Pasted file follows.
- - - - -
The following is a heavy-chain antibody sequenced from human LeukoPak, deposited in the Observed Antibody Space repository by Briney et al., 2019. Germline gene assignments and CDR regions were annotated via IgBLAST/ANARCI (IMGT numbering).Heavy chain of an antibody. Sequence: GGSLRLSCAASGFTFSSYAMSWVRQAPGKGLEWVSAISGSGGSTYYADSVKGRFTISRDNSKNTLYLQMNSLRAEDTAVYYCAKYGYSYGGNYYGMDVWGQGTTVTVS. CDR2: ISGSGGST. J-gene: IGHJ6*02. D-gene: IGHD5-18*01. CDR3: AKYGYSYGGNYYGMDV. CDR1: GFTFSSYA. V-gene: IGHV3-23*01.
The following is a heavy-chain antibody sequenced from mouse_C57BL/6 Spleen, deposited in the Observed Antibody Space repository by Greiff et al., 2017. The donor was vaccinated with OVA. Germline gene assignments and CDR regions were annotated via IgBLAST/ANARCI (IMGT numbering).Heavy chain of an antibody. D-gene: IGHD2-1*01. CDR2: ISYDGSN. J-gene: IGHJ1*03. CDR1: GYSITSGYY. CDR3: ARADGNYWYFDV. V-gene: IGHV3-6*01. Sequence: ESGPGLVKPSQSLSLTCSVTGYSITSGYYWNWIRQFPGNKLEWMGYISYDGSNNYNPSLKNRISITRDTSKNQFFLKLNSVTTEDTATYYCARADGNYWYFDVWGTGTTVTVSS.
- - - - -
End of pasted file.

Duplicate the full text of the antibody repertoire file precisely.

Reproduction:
The following is a heavy-chain antibody sequenced from human LeukoPak, deposited in the Observed Antibody Space repository by Briney et al., 2019. Germline gene assignments and CDR regions were annotated via IgBLAST/ANARCI (IMGT numbering).Heavy chain of an antibody. Sequence: GGSLRLSCAASGFTFSSYAMSWVRQAPGKGLEWVSAISGSGGSTYYADSVKGRFTISRDNSKNTLYLQMNSLRAEDTAVYYCAKYGYSYGGNYYGMDVWGQGTTVTVS. CDR2: ISGSGGST. J-gene: IGHJ6*02. D-gene: IGHD5-18*01. CDR3: AKYGYSYGGNYYGMDV. CDR1: GFTFSSYA. V-gene: IGHV3-23*01.
The following is a heavy-chain antibody sequenced from mouse_C57BL/6 Spleen, deposited in the Observed Antibody Space repository by Greiff et al., 2017. The donor was vaccinated with OVA. Germline gene assignments and CDR regions were annotated via IgBLAST/ANARCI (IMGT numbering).Heavy chain of an antibody. D-gene: IGHD2-1*01. CDR2: ISYDGSN. J-gene: IGHJ1*03. CDR1: GYSITSGYY. CDR3: ARADGNYWYFDV. V-gene: IGHV3-6*01. Sequence: ESGPGLVKPSQSLSLTCSVTGYSITSGYYWNWIRQFPGNKLEWMGYISYDGSNNYNPSLKNRISITRDTSKNQFFLKLNSVTTEDTATYYCARADGNYWYFDVWGTGTTVTVSS.